They had lived on a peaceful street in Rockville for five years, missing the relatives they left behind when they fled beleaguered Saigon in the final months of the war, but grateful for what they called the freedom of their adopted country.
Then, last spring, when his family of six Vietnamese refugees went looking for for a new house, they encountered George Anderson Michie who, according to police, introduced them to a new land of hucksters and flimflam.
Michie rented them a house and sold them a television set. Only months later, when Montgomery County policed booked the 48-year-old man on two counts of fraud, did the family learn that the house was never his to rent nor the television his to sell.
"It's really sad," said one county prosecutor. "These people really believe in America."
Michie, who faces up to three years in jail on misdemeanor charges that he defrauded the family out of $680, did not show up for a hearing yeaterday in Silver Spring district court. Judge L. Leonard Ruben issued a warrant for his arrest and ordeered $500 bond forfeited.
Frightened by the recent bombing of a Vietnamese publisher's house in Virginia, the three adults and three children agreed to tell their story if they could remain anonymous. The head of the household is a 64-year-old partially blind former Vietnamese official. All but the youngest, a 12-year-old, speak halting English, which police said made it difficult to find out what had happened.
"We still like America," said one o f the adults, a Catholic priest and cousin to the mother of the house whose work as a seamstress is the family's principal source of income. "We have a lot of American friends. People are very, very nice."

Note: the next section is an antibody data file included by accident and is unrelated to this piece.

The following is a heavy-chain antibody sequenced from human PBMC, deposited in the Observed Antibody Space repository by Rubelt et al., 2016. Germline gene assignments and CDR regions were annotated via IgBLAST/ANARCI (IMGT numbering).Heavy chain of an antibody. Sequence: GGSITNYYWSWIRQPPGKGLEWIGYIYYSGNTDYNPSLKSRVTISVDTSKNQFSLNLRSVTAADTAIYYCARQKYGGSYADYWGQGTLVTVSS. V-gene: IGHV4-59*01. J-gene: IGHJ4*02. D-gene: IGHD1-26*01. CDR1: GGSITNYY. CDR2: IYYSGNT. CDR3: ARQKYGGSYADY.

Their apparent introduction to the world of guile began last June 18 when the priest spotted a for-sale sign in the window of a home at 105 Charles St., not far from the block where the family has spent a more or less idyllic five years. They liked their neighborhood. They didn't want to leave it. People were friendly. Once a man had dropped by to help them tune their car.
According to the prosecutors, Michie, who had been renting the house and was not authorized to sublet it, agreed to let the family rent it. "It was a nice house," said the 12-year-old. "It has a basketball court and two plum trees out front."
Michie, the priest recalled, "said he wanted to rent it for $400 but that he loved me so much he'd rent it for $300." The family withdrew the money and Michie gave them a receipt, according to police.
In the course of a month's time, family members said, Michie persuaded them to buy an old television set that belonged to the owner of the house, Kenneth Waddell. He also pointed out the washer and dryer in the house, and the family decided that rather than move in their own they would donate them to the campaign to help the boat people. They were carted away, and the mother of the house has been washing her family's laundry by hand ever since.
The family said Michie tried to get them to buy a stereo as well. "He told me his son had died and he needed the money," said the oldest child, 20, who works as a cashier at a Rockville restaurant.
The family said they began to get suspicious when Michie kept postponing the date they could move in but they went ahead with their plans, cutting off the telephone at their old house, closing gas and electricity accounts, and changing their address at the bank.
The furniture, the two parrots, the basketball and the asparagus fern and their other belongings were packed and set to go. All told, they had laid out $680 in cash and were ready to move in. Then the priest met the real landlord, who knew nothing about his would-be tenants. The move evaporated.
When the mother found out, she collapsed three times in the bathroom and the family had to call the doctor next door to give her a shot to keep her blood pressure down. "I cried for two days," the mother said, "it was so sad."
The family can now laugh about the incident in retrospect, but they still hope to get their money and they are still looking for a new place to live. And if their faith in America has been daunted, it is not entirely lost. Said the priest: "It has so many freedoms."